Bush provides $50 million in aid to Pakistan
U.S. also giving $25 million to aid Afghan refugees
WASHINGTON (CNN) -- President Bush is providing $50 million in new assistance to Pakistan to help the country's ailing economy and is making $25 million available to help meet the needs of tens of thousands of refugees who are fleeing Afghanistan amid fears of a U.S.-led attack on the country.
In a memorandum to Secretary of State Colin Powell, Bush said it is "important to the security interests of the United States" to make up to $50 million available to Pakistan.
The money comes from an "economic support fund" and is designed "to help out a country that has taken a stand against terrorism," said an administration official who did not want to be identified.
In a separate memorandum to Powell, Bush said it is in the "national interest" to free up money from the U.S. Emergency Refugee and Migration Assistance Fund to "meet unexpected urgent refugee and migration needs of a new exodus of refugees from Afghanistan."
The money, according to the president, can be used to provide contributions to international governmental and non-governmental organizations or to pay for administrative expenses for the State Department's Bureau of Population, Refugees and Migration.
The United Nations believes between 10,000 and 20,000 refugees -- mostly women and children -- have arrived in Pakistan's Quetta region over the past week.
A spokesman for the U.N. High Commissioner for Refugees said Afghans are making their way into Pakistan through mountainous areas along the border between the two nations.
The influx continued despite the official closure of the border between Afghanistan and Pakistan.
Some of the refugees who arrived in the Quetta region over the past few days told the refugee agency they had begun their trek before the September 11 terrorist attacks in the United States, driven out by drought and poverty. Others say they left in the wake of the attacks.
"Most people are staying with relatives and friends or trying to blend into existing Afghan refugee settlements in an effort not to attract attention.
One local man in Quetta said he was hosting 25 Afghan refugees while another said he "accommodated 16," according to a UNHCR press release.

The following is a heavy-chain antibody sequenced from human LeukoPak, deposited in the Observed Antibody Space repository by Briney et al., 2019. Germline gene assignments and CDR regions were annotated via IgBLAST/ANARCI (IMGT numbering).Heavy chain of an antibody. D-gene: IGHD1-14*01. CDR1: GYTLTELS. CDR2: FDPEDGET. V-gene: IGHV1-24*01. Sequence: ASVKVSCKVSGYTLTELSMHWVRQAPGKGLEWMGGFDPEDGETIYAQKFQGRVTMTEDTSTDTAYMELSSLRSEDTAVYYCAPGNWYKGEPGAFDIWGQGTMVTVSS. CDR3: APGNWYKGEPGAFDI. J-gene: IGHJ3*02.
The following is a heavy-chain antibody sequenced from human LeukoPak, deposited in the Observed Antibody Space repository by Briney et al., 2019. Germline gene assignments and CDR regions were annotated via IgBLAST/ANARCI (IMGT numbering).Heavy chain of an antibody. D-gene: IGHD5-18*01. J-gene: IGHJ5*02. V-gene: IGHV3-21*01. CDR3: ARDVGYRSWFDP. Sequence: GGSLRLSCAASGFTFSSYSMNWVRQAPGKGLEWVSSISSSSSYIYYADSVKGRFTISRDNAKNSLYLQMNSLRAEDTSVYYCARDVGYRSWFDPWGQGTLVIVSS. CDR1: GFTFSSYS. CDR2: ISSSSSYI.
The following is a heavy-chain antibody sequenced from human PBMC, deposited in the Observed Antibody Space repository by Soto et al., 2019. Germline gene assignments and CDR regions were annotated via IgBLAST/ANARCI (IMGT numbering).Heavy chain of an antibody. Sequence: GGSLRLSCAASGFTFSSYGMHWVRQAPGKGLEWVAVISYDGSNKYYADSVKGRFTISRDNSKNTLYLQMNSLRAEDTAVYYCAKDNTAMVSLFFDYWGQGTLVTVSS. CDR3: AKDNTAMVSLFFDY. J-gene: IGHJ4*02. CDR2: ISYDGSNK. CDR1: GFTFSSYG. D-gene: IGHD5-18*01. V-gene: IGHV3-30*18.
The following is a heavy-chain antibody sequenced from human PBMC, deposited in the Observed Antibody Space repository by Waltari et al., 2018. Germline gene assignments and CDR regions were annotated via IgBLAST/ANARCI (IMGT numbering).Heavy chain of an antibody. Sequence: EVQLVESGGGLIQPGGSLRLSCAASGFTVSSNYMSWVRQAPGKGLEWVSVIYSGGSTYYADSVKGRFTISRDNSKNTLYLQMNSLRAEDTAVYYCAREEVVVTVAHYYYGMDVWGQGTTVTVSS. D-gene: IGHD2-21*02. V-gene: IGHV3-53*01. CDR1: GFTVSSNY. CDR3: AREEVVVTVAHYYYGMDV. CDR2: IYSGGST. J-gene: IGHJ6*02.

The refugees say most men are staying behind in Afghanistan to keep an eye on their property.
Many also accompany their families across the border and then go back, the UNHCR said.
Many of those who have fled to the Quetta region are ethnic Pashtuns, but there are also ethnic minorities among those streaming to the border.
Refugees who arrived from Kandahar said panic gripped the city on September 12 with thousands hastily fleeing; food prices, the refugees reported, nearly doubled in the wake of the attack.
Refugees have reported that people headed from cities to the countryside have had to put up with banditry and extortion.
Also, the U.N. refugee agency said Friday it will start airlifting supplies to Quetta.
The first plane -- an Ilyushin 76 with 44 tons of plastic sheets, is set to leave Copenhagen, Denmark, on Friday night and is to arrive in Quetta about noon Saturday.
The plane is to shuttle supplies between Quetta and Copenhagen. UNHCR is searching for 3,000 square meters of warehouse space.
On Thursday, U.N. Secretary-General Kofi Annan launched an emergency appeal for $584 million aid to help tackle the Afghan refugee and drought crisis.
The new six-month U.N. plan is aimed at helping Afghans still in the country -- where up to 7.5 million people face starvation -- and those fleeing Afghanistan amid fears of U.S.-led military strikes on the ruling Taliban.
Earlier on Thursday, an emergency meeting of donor countries and aid agencies discussed how best to tackle the worsening refugee crisis.
International aid workers have left Afghanistan, while the Taliban has virtually shut down the aid distribution network in the country, closing the U.N. communications network and seizing 1,400 tons of emergency food stored in a U.N. warehouse.
-- CNN White House Correspondent Kelly Wallace contributed to this report.
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